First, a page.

Articles Tagged with “Massachusetts escalator accidents”

escalator.jpgA recent public records request made by the Boston Globe shows the state has failed to regularly inspect approximately 75 percent of the escalators in Massachusetts malls.

From 2008 to 2010, only 44 of the state’s 188 mall escalators received annual inspections as required by law. Inspectors missed one or two inspections during those three years on 144 escalators.

When mall escalators were inspected, they needed repairs in more than half the cases. Mall escalators were shut down 22 times.

The newspaper made the public records request following the wrongful death of 4-year-old Mark DiBona last month in an escalator accident in a Sears department store at the Auburn Mall near Worcester. The child fell through a 6-inch-wide gap between the handrail and the glass barrier.

The state Department of Public Safety suspended the two inspectors who approved the defective escalator for use.

The state’s failure to inspect its escalators dates back at least 15 years. In 1995, the Globe reported that nearly 40 percent of the state’s escalators and elevators had expired inspections.

The state currently has 34,000 elevators and 900 escalators for 51 inspectors to examine. Two dozen of those positions were created in 2010, the same year an audit found that nearly a third of the state’s elevators and escalators had expired inspections. Fifty one inspectors is the most the state has had in years, though some specialists say they still carry a heavy workload.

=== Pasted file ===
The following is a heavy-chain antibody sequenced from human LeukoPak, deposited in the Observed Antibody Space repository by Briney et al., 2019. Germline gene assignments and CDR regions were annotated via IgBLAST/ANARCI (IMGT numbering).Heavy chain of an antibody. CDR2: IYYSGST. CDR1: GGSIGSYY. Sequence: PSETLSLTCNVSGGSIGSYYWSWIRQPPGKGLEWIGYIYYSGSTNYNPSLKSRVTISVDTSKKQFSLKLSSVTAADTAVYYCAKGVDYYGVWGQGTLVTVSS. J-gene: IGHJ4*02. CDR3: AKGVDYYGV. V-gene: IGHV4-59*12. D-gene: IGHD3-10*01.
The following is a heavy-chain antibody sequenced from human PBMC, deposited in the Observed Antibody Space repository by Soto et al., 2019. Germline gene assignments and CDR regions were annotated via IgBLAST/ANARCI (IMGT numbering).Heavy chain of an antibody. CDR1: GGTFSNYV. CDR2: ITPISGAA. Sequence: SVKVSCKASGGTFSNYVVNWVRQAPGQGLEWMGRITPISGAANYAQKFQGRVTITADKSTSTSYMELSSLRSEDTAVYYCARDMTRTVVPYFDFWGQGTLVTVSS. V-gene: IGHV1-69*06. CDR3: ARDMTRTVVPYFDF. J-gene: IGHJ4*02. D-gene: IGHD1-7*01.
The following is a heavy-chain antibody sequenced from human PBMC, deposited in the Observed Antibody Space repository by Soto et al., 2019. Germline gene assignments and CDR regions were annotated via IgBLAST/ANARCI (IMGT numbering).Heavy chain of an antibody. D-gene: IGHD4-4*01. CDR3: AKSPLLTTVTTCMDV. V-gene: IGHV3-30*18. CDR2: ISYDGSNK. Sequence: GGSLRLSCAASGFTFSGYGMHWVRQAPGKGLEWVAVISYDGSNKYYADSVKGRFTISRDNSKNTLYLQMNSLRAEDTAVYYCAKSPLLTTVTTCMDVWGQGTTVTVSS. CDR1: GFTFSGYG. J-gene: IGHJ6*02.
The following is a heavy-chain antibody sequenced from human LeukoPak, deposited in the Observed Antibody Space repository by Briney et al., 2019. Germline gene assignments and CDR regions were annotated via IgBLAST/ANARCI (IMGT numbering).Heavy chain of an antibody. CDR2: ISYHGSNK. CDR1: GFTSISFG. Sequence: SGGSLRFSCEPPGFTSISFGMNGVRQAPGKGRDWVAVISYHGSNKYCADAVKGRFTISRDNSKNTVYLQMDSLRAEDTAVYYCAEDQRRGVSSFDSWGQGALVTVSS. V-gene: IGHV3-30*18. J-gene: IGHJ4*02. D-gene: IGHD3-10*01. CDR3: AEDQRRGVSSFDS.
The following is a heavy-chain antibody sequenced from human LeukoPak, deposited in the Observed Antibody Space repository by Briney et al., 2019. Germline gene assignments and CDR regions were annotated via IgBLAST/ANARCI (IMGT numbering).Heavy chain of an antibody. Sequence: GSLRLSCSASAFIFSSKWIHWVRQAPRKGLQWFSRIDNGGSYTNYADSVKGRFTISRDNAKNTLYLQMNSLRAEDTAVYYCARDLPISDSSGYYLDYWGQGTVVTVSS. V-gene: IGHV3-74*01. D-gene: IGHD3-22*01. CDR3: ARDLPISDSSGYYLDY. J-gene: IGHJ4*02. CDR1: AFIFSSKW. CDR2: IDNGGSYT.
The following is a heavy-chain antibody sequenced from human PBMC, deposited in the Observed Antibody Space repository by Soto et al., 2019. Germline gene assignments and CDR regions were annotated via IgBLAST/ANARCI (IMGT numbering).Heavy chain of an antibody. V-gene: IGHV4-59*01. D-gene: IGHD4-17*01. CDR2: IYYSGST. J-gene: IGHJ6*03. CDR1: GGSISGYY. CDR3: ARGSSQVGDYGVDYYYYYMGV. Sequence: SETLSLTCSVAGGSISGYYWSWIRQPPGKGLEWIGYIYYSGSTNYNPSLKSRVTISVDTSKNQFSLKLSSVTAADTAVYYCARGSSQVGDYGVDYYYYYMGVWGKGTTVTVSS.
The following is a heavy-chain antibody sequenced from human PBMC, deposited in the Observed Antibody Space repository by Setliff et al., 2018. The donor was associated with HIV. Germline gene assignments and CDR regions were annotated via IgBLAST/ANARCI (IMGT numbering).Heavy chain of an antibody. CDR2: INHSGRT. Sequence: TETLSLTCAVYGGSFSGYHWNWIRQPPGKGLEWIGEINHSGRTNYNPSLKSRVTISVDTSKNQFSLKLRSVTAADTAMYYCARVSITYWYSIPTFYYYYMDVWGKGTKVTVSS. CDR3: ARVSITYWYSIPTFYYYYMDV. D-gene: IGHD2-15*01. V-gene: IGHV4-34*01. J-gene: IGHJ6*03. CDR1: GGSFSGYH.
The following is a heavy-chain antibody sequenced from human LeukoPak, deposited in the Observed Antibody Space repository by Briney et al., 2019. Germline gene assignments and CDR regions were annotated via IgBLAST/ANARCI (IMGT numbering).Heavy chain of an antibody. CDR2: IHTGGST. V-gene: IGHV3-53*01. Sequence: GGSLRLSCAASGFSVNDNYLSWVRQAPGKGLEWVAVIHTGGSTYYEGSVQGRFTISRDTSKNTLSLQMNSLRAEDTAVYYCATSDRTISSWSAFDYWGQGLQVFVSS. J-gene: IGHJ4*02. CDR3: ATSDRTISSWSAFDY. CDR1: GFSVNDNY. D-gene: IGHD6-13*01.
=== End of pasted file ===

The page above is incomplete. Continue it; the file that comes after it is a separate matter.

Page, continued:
Beyond staffing, some specialists in the field say that inspectors spend more time on elevators and are less experienced with escalators, which may contribute to escalator accidents in Massachusetts.

Boston personal injury lawyer David White on the findings: “It is encouraging that the state is now catching up on the backlog of inspections. What is discouraging, however, is how many violations they are finding. This is a strong indication that property owners and their own service companies may be putting the public at severe risk.”

To read the Boston Globe article reporting this data, click here.
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